On the up

The IPO market in Europe didn’t just return to life in 2010; it shot the lights out, according to the Centre for Managament Buy-out Research (CMBOR). Private equity-backed IPOs for the full year raised a total of €21.6 billion, a significant jump from the €676 million recorded in 2009 and a new IPO record, according to its latest report on European buyout activity, which is sponsored by Barclays Private Equity and Ernst & Young and published by PEI.

This is a significant development, given the fact that secondary buyouts (or “pass-the-parcel” deals, as they are frequently known) have frequently been cited by commentators as the prominent driving force behind the resurgence in private equity deal and exit activity. While it is true that the proportion of secondary buyouts has shot up over the last two years – in 2010 secondary deals accounted for nearly half the value of European buyouts – the phenomenal bounce in activity in terms of IPOs has proven that public markets, as well as private buyers,  are indeed interested in private equity-backed assets.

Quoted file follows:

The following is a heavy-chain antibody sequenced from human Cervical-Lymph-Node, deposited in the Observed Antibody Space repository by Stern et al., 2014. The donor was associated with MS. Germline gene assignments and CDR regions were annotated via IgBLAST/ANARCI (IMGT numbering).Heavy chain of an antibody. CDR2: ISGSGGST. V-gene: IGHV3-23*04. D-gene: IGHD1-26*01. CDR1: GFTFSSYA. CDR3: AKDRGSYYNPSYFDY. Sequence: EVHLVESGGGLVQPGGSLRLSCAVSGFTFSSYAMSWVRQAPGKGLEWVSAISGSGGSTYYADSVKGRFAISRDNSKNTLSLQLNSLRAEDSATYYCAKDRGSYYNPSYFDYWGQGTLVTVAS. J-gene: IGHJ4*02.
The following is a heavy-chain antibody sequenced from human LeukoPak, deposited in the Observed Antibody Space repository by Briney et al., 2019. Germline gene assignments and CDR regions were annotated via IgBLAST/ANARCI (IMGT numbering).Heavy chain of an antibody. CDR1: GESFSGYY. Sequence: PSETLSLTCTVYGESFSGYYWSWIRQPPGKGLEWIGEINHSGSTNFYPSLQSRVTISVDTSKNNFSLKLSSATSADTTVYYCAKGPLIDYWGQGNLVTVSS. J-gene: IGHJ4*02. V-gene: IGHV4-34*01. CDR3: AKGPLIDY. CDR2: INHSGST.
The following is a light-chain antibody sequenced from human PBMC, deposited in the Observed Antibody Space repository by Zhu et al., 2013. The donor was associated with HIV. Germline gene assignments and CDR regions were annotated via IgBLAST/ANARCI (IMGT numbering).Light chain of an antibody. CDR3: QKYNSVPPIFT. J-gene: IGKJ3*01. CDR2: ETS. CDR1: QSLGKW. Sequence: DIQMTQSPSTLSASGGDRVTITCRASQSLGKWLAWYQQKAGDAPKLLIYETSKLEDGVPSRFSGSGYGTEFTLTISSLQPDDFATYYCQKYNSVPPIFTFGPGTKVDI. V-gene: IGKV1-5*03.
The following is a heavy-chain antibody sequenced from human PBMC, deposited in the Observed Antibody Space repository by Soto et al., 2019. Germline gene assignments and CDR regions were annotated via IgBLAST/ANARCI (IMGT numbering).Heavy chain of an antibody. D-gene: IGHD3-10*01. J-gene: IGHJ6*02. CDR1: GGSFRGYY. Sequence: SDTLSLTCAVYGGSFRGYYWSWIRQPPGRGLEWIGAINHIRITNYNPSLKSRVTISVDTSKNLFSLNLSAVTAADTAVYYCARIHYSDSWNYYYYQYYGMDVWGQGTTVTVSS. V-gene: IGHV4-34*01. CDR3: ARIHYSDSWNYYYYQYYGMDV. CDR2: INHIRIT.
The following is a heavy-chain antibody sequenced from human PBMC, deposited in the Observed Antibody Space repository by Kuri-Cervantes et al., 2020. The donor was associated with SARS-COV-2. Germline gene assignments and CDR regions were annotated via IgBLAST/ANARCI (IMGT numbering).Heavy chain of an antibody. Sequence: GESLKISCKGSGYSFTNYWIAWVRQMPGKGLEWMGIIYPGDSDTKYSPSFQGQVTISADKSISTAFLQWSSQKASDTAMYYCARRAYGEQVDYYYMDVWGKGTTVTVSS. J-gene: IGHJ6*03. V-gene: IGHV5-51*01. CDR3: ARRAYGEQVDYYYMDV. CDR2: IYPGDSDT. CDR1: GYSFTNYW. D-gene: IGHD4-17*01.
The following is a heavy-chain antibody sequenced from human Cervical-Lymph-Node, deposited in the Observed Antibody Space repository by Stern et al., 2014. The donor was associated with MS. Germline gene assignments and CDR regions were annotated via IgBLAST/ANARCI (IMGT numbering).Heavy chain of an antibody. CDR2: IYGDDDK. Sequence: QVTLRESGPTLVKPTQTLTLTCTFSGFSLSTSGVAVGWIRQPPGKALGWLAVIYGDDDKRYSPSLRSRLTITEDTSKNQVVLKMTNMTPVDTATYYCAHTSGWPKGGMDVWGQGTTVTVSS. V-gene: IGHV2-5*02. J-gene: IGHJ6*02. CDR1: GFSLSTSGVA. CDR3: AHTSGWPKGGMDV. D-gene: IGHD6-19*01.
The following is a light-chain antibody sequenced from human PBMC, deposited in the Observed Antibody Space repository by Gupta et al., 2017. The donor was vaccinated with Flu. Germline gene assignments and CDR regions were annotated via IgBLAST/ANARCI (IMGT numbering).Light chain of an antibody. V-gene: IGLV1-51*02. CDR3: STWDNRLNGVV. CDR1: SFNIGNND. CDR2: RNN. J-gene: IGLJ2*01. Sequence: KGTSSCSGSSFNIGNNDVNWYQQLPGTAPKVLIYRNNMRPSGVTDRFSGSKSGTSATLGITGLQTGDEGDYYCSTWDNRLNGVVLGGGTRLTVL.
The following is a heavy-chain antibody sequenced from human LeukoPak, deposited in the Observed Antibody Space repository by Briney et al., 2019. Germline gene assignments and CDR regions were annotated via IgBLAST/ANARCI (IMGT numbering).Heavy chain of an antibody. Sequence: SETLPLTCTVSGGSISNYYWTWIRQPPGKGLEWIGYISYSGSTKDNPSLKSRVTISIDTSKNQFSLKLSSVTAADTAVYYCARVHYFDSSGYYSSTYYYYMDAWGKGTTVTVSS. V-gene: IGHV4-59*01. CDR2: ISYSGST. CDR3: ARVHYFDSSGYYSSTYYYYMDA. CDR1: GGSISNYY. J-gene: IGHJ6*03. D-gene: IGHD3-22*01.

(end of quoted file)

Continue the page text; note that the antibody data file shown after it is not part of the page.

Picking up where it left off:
The rise in IPOs was also illustrative of the wider rebound in European exit activity. Overall the value of European businesses sold by private equity firms last year totalled €55.7 billion, the first time the annual figure has outstripped the total value of investments, according to CMBOR. Europe posted roughly €49 billion in buyout activity in 2010, more than doubling the approximate €18 billion deployed in 2009.

The extremity of the comeback was further reflected in an update issued by fund of funds investor HarbourVest Global Private Equity in January. Capital calls and distributions from the listed fund’s portfolio were higher than they had ever been before. “You are finally seeing the listed private equity fund functioning in the way it was intended, with distributions just outpacing capital calls,” HarbourVest chief financial officer Steve Belgrad told PEI at the time. “It feels like the industry has finally turned a corner.”

Limited partners expect the jump in distributions to continue through 2011, according to a survey commissioned by secondaries investor Coller Capital. About 66 percent of LPs surveyed said they expect a “significant increase” in distributions from their portfolios during 2011.

With more cash predicted to flow back into their coffers from GPs, Coller’s survey found more than one-third of LPs are reaffirming their confidence in the asset class, with the 34 percent intending to increase their target allocation.